I learned a fun fact today: Even after four years of recession, over 1/3 of all bachelor’s degrees are in fields that are almost unemployable without a graduate degree: social sciences, history, psychology, humanities, visual and performing arts, English. Those fields aren’t even close to a third of the US economy, and they never have been.
So why are we buying all these degrees for jobs that don’t exist?
Some of us heard that a bachelor’s degree was “the new high school diploma”, so we picked squishy majors and staked our bets on graduate school. Some of us are okay with risky fiscal choices–and that’s cool. Somebody has to be. But the people I feel sorry for are the generation of middle-class kids who were raised to believe that they could have the same priorities as rich kids.
If you’ve already pulled the golden ticket, you don’t have to worry about anything so mundane as the employment rate, or whether or not you can find health insurance. You can afford to think of your four years as a voyage of self-discovery or a rite of passage, rather than a serious investment decision. You can even look down your nose at people who sell out and decide to work for a living.
And, since middle-class people tend to emulate the values and priorities of the elites, everybody else raised their kids to view college as that same fetishized extension of adolescence–meant for finding yourself, exploring your sexuality, and reading just enough Nietzche to become a pain in everyone’s ass for a while.
Maybe you go backpacking in Eastern Europe; maybe you dig a well in Uganda; but your career is not the point. In fact, the fact that your career is not the point, is kind of the point.
Anyone could have seen how suicidally unwise it was to apply that doctrine beyond the trust-fund set–but with access to hundreds of thousands of dollars in easy credit, the real cost of that mentality wouldn’t surface until it had become almost an article of faith in American culture.
And the training started decades before college
Basically from birth, we told a whole generation of kids that they could all be lion-tamers, and to ignore anyone who tells them different. And because we were too scared to be honest about it, we let them find out for themselves ($100,000 later) that there are way more kids who want to be lion-tamers than there are lion-taming positions available.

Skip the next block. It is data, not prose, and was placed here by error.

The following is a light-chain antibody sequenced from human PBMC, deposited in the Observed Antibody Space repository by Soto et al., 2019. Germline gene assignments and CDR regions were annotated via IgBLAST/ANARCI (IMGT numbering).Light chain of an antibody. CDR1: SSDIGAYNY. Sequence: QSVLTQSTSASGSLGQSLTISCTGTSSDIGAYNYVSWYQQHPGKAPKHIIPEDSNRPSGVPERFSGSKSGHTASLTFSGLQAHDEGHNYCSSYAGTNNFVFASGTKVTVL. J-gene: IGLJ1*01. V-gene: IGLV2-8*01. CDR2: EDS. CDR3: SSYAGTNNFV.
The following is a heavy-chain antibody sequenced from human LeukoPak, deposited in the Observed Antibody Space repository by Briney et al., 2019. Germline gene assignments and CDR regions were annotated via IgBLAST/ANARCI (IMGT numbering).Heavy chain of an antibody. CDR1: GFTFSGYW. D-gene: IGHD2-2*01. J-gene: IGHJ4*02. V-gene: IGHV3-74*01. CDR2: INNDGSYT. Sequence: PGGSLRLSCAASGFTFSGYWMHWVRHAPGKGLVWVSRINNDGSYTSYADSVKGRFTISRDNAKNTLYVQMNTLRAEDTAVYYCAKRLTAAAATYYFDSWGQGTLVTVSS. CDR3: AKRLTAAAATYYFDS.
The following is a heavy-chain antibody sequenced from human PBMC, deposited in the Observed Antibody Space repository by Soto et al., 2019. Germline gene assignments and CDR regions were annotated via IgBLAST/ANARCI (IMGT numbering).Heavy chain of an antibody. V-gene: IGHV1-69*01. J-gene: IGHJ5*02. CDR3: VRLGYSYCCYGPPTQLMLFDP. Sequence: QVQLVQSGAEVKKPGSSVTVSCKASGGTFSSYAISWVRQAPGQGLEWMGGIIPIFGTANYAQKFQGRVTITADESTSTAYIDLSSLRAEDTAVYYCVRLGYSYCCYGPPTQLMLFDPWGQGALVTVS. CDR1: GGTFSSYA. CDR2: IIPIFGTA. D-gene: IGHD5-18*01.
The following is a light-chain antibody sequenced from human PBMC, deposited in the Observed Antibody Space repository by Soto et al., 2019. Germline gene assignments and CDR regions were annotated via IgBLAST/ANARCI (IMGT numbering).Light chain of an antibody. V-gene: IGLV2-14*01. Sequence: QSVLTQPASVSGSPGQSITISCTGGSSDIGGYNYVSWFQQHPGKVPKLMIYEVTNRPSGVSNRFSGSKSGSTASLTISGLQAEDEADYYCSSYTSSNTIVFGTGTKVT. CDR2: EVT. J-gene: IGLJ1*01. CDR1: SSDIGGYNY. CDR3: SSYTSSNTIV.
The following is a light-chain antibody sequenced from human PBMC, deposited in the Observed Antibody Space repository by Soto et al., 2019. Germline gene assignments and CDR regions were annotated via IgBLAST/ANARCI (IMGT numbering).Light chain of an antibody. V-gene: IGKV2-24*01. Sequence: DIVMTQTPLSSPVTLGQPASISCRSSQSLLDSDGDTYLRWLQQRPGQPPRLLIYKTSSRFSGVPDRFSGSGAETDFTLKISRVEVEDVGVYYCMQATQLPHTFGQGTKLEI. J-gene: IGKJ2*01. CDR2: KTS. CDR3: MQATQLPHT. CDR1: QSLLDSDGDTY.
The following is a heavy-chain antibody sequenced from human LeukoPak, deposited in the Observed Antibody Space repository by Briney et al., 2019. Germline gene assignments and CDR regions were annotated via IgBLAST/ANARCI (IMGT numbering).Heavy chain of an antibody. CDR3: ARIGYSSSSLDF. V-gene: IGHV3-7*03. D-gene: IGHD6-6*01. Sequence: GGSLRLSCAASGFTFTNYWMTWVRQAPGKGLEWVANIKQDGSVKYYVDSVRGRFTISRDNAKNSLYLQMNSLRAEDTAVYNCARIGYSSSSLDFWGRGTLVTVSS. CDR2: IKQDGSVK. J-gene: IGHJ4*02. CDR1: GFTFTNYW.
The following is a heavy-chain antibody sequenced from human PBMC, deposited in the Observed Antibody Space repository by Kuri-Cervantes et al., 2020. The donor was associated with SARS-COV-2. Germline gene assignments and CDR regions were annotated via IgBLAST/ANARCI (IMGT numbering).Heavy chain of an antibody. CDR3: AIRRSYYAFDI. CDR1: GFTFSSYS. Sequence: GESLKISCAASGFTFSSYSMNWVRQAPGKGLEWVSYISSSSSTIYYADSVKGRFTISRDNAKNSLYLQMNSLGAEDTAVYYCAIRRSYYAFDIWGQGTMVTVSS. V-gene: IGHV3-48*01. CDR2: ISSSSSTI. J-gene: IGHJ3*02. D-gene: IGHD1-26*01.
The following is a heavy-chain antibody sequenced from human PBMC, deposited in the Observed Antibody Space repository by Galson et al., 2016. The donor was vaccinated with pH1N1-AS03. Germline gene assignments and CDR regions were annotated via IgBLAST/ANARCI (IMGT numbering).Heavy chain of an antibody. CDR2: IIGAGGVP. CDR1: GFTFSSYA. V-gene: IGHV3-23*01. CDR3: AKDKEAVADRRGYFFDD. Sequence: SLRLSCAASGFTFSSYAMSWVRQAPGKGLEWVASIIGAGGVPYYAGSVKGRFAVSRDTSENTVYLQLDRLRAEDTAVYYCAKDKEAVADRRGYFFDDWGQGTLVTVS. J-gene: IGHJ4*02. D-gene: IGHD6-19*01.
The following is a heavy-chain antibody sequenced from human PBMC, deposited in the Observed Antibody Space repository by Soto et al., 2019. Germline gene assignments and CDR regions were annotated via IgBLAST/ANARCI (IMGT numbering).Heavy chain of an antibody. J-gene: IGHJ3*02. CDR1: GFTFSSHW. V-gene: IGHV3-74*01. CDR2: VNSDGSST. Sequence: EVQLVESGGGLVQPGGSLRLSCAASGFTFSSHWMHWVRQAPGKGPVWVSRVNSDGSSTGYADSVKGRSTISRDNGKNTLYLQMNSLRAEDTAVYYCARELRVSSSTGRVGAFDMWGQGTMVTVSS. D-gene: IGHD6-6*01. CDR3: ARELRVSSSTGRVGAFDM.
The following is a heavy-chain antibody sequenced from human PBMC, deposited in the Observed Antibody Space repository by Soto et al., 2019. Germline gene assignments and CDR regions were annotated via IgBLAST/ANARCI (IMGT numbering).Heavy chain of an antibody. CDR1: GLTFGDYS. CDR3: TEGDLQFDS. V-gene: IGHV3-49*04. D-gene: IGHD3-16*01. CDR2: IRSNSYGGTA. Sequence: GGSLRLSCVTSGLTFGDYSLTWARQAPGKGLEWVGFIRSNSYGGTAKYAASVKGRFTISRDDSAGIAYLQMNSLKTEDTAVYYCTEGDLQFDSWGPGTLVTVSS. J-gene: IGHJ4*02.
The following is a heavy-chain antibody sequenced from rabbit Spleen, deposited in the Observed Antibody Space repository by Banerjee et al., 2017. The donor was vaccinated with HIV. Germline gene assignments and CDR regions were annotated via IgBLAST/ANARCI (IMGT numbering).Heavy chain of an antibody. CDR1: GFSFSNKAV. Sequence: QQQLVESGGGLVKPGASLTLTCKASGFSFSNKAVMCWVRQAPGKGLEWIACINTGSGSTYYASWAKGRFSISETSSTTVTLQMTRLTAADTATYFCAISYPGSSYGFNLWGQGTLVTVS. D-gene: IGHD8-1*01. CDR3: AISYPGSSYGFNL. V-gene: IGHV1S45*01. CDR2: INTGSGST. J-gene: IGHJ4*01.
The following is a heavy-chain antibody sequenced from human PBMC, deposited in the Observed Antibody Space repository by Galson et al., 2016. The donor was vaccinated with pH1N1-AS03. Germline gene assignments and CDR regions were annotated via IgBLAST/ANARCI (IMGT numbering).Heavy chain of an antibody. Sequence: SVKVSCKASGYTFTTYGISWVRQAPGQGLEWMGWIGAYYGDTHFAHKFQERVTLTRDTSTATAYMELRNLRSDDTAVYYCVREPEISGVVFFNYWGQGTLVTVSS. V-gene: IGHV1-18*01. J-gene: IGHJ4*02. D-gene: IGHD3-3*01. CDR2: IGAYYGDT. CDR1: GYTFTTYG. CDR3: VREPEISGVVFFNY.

We also gave them permission to disdain subjects that are challenging, on the grounds that they should follow their heart and do what comes naturally. But math and science very rarely come naturally to anyone. What comes naturally to most kids is video games.
Even finding out what you love takes a lot of hard, boring, distasteful work–and we’ve robbed kids of hidden joys by pretending that it doesn’t.
Fortunately, happiness in life is not a one-in-a-million shot.
As I’ve come toward graduation, I’ve had occasion to ask a lot of people about their jobs; and the more I learn, the more I get excited about jobs with boring titles. There are so many different ways to show leadership and creativity, solve important problems, and generally feel good about what you do.
There’s also a lot of drudgery and boredom–but from everyone I’ve talked to, the biggest problems usually have to do with bosses and coworkers, rather than anything intrinsic to the job.
And the big secret is: it’s exactly the same with the folks who are chasing a dream career. Some fulfillment, and a lot of stress and hard work–especially since there’s a thousand people behind you, waiting to do the job if you don’t want it.
The folks who are happy in general are happy on the job, and the people who are unhappy in general are unhappy on the job. (It’s common sense when you think about it, but that’s definitely not the story we grew up with.)
Of course, the world needs graphic designers and anthropologists and writers and artists–and if you’ve got to do that particular thing to be happy, you really should go get it. But too many of us have been raised by the television to think that everybody needs that kind of job, when we’d probably be better (and happier) managers, engineers, and accountants.